The crowd was energized; everybody was wearing red. There was a festive feeling of optimism in the air. At key points, a giant black bear puppet roared with approval or grunted with displeasure. Indigenous drummers drummed. River otters played.
Four years ago, I accompanied Jane on a flyover of the Canadian tar sands in Fort McMurray, Alberta, source of the dirty oil that Enbridge exports. From the air, the open-pit mines made me think of cancer sores with the outgoing vessels bringing disease to the rest of the body. The jobs pay well. It’s how my sister and her husband bought their home. Workers go where the money is. But it’s a dying industry. Justin Trudeau enthusiastically signed on to the Paris climate accord and vowed to invest in renewable energy sources, but he has bowed to the corporate powers who are squeezing out every ounce of filthy lucre from the tar sands before they collapse. Not only is tar sand extraction the dirtiest and most inefficient process, but it’s also the most uneconomical. If the government took the bold step of subsidizing other sectors of the economy such as renewables, housing and transportation, to the degree they subsidize the tar sands, it would be far more beneficial to the economy and people’s lives—in the long run. But they are shortsighted.
The fish and wildlife that the Métis First Nations of the Athabasca region have traditionally subsisted on are riddled with deformities and tumors. Eighty-seven percent of the community believes the tar sands are responsible. We sat with Cece, who was a heavy equipment operator for seven years. At 60 years old, she had outlived all her coworkers, including her husband, who died of cancer the year before. She ran for tribal chief on a platform of pushing for stricter tar sands regulations, but the industry bribed her opponent with the promise of a senior care facility if he would show his support. She lost by one vote. Divide and conquer, the age-old tactic of domination.
With Line 3, Enbridge does not want to repeat the clashes they encountered at Standing Rock, so they have pumped money into targeted communities. The chronic neglect of government on the reservations, exacerbated by the economic downturn from the pandemic, has served to Enbridge’s advantage. People need to feed their families, and Enbridge is there with the jobs. Enbridge created a trust from which the Fond du Lac tribal government doles out monthly payments to their members. It’s a terrible dilemma for individuals who fear reprisal if they express opposition. The project has created deep divisions within the Indigenous community, but the vast majority are fervently against it.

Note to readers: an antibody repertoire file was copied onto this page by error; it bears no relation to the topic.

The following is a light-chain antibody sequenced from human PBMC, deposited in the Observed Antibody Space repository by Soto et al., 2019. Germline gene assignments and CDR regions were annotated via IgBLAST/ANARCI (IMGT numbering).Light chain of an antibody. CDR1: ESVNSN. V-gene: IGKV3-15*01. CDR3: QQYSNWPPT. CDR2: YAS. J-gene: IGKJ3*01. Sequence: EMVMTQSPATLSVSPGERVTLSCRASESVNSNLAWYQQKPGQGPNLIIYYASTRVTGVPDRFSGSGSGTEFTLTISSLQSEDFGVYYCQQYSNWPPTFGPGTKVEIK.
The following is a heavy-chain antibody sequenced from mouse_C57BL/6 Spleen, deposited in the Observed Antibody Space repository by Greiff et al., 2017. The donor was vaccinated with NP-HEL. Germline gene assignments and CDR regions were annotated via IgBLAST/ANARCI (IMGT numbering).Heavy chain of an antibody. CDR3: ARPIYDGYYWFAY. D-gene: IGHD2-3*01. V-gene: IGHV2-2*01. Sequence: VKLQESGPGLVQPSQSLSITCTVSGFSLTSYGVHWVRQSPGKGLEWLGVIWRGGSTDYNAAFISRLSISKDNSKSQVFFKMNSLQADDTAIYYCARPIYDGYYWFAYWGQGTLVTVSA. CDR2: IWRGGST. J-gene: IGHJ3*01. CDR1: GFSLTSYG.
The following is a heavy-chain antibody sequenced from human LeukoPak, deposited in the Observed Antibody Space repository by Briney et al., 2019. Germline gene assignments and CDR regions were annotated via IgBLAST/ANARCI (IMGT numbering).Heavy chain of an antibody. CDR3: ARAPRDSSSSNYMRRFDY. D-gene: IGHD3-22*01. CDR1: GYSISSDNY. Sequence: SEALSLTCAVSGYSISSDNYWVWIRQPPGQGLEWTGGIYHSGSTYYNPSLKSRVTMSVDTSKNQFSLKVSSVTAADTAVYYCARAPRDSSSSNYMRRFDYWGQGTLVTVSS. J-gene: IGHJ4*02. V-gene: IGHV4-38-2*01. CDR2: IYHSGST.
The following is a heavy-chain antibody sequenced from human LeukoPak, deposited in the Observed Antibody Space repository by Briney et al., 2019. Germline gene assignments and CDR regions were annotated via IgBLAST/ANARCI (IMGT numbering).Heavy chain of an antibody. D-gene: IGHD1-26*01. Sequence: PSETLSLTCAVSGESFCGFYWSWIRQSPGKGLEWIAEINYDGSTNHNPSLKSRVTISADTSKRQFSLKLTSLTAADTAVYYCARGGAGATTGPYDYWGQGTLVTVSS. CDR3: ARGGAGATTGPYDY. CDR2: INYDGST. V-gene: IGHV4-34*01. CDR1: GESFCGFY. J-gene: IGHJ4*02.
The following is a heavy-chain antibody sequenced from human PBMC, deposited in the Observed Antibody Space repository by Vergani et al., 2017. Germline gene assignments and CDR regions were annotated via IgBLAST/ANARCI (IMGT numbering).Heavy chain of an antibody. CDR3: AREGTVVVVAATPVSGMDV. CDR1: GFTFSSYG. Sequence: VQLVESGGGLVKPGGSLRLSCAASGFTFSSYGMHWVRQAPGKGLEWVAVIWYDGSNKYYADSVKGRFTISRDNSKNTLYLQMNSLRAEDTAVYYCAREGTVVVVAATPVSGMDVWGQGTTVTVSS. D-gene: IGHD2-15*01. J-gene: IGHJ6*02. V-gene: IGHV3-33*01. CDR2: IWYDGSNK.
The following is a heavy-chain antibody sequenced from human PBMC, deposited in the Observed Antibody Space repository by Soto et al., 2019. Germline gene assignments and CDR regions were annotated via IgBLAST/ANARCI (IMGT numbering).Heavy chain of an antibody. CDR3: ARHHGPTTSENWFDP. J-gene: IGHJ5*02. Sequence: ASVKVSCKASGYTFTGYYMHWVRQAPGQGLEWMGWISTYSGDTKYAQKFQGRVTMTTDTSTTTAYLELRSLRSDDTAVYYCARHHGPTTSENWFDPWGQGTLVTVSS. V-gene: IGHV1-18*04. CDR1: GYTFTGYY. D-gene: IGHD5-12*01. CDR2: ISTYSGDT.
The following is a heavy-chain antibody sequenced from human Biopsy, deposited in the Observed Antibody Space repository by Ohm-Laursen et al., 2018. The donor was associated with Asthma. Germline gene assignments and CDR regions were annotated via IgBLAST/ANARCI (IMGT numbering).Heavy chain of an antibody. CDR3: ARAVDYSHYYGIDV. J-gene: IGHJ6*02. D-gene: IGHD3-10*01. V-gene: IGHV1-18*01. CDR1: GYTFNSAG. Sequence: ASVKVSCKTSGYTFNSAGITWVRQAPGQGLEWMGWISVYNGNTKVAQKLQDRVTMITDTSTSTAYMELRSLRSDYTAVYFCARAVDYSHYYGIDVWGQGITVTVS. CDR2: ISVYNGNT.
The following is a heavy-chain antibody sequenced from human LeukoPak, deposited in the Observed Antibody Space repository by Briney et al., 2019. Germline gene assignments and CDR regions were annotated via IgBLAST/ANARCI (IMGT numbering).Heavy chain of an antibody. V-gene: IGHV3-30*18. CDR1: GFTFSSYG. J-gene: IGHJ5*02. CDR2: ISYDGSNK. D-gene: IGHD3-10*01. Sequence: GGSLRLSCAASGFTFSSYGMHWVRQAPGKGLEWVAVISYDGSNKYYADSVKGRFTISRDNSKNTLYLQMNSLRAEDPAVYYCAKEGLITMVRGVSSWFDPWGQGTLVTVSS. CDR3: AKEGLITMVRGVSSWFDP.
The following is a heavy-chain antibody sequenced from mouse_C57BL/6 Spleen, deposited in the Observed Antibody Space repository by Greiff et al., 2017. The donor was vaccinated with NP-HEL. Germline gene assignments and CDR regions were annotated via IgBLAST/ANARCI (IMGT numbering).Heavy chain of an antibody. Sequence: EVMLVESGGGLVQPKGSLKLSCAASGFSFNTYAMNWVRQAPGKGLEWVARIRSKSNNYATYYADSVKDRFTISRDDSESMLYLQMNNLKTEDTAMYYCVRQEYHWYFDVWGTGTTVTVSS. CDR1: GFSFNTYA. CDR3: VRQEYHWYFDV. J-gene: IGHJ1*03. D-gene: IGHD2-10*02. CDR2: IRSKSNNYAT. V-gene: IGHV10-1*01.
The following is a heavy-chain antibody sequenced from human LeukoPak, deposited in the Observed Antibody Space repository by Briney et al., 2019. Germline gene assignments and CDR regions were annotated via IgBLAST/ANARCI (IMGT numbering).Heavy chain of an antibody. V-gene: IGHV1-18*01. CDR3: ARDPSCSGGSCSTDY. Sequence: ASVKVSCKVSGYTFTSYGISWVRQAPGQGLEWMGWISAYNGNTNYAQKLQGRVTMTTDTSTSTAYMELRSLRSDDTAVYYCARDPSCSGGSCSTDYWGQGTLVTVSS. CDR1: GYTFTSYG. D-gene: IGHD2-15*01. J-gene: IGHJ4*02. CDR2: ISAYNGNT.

With people coming to work from all over the country, the Enbridge man camps are potential COVID-19 superspreaders. According to the Violence Intervention Project in Thief River Falls, at least two women have been sexually assaulted. Numerous women say they have been harassed by pipeline workers and do not feel safe. Two Enbridge employees based in Wisconsin were recently arrested for sex trafficking.
Jane did a Skyped interview with Lawrence O’Donnell on MSNBC. In a breathtaking six-and-a-half-minute uninterrupted spiel, she laid out the micro and the macro of the entire situation. Later, she worried it might have come across as manic. No, Tessa and I assured her, it came across as urgent.
After a long drive, Tara led us down a narrow, snow-covered dirt road to a small encampment of tents where they were sugaring the maple trees. Sap is collected and continuously poured into a gigantic hand-hewn pot mounted over an open fire, then reduced down for several days. It’s very labor-intensive—the ratio is 26 gallons of sap to make one gallon of syrup. They are not selling the syrup; they want to hold on to it in case there’s a shortage or some other catastrophe occurs. They’re holding on to their wild rice too. Everyone is on tenterhooks waiting for a decision from the White House. Their future hangs in the balance.
Barbara Williams is a Canadian musician, actress, and activist. As a musician, she has performed in concerts devoted to peace, workers’ rights, and the environment. She is the author of The Hope in Leaving: A Memoir.